You are dropped onto an abandoned island filled with strange, almost magical gadgets. All alone, you must work your way through the mystery of Myst (dubbed realMyst on mobile) by solving dozens of complex puzzles. Each one leads you to more clues as to who built the island and why.
The puzzles can be real mind-benders, and they still offer a challenge today. The graphics are simplistic by modern standards, but that does not take away from the magical aura of the game. It is also a perfect game for those who just want something on their phone to kill a little time, rather than invest in a full-blown RPG adventure.
This is definitely a new game, but it has the feel of some of the game-noir entries from the 90's -- especially Bladerunner. The settings in Missing are beautifully drawn and the characters are very real. It has a lot of choice-making, which is something more common in early RPGs. Before the dark times. Before the conversation wheel...
This game also has a real cause behind it, as it focuses on the horrible reality of child sex trafficking.
You start the game as a young girl abducted into human trafficking. Her experiences are based on real stories of this very dark world. The girl, Champa, is imprisoned in the Red Light District. She is propositioned and pushed around. Her goal is to make the right choices and find her way to a freedom which always seems to be elusive.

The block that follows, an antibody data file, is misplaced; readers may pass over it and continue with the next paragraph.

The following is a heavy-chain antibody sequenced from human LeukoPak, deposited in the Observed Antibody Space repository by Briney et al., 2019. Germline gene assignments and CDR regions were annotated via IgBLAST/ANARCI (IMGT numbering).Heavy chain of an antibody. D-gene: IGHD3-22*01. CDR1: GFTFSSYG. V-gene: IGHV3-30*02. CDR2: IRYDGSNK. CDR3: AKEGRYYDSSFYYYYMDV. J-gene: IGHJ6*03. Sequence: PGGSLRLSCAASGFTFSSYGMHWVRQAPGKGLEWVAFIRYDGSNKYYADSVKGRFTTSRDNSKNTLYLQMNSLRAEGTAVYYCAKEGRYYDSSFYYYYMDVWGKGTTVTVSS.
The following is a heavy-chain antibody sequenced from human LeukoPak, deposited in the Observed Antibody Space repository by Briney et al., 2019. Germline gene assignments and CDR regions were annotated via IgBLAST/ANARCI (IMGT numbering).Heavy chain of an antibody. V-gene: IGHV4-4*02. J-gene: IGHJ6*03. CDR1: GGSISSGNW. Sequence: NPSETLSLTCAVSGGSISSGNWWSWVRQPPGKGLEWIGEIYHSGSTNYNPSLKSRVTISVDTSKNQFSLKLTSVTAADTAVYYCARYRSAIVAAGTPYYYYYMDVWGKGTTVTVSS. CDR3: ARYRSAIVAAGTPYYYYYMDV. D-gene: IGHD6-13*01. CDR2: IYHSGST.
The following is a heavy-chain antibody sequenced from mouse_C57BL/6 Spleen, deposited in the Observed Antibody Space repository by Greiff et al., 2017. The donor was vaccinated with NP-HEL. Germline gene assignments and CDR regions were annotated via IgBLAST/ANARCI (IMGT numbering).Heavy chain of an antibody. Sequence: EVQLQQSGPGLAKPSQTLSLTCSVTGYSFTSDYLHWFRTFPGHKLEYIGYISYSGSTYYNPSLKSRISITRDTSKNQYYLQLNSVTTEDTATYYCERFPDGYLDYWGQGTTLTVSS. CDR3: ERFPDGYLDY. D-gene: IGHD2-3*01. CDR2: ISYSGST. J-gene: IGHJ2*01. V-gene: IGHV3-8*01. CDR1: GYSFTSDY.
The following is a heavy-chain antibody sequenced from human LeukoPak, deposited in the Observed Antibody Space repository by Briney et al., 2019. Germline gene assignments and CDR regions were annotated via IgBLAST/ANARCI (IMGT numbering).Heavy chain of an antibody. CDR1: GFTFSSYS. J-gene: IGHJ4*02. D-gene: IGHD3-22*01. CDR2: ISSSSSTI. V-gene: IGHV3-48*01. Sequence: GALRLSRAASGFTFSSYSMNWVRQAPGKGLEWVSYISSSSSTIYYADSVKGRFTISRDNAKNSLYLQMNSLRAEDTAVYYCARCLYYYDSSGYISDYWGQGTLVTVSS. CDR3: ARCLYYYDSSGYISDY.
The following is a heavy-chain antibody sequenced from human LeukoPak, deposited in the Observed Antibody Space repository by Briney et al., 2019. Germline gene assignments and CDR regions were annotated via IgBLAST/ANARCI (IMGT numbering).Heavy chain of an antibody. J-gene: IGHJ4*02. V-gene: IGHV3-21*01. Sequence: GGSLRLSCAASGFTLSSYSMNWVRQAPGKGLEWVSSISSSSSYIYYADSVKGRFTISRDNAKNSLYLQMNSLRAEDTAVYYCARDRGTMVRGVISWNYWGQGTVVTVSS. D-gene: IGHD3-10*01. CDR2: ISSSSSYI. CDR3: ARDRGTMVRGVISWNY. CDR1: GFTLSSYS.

6. Her Majesty's Spiffing
This game is a true callback to some of the early adventure sagas like Space Quest. It has the humor that's missing in many modern games, yet was so popular in the early days. The Monty Python-style British humor is quite funny, and the art style is lovely and engaging. It began as a Kickstarter project, and it really took off.
In Her Majesty's Spiffing, your heroes hail from post-Brexit England. The queen has taken her royal prerogative to reclaim control of the country, and she has set up a new space agency, SPIFFING. You and your companions must launch out into the galaxy to explore planets and spread the British Empire to all of them.
Most of the activity is puzzle-based, and the screens are very well drawn. The voice performances are pretty strong, which is important for a game so based on humor and character interaction. The main problem with it is that it may just be a little too short.
7. Devious Dungeon
Of course, you have to have a pixel-art game in this list. Devious Dungeon applies the 8-bit art form to mobile devices with great success. It truly has the look and interactive feel of a classic Nintendo adventure game. The art and sound come together in a perfect retro atmosphere.
This game is full of missions and equipment, and you grow your character through an RPG type system. Explore dungeons. Collect treasure. Defeat the bad guys. It’s a classic gaming format with a classic design.
This is just a short preview of all the awesome old-school (or old-school feeling) mobile games out there right now. What are your favorites? Will you be downloading any of these? Let me know in the comments!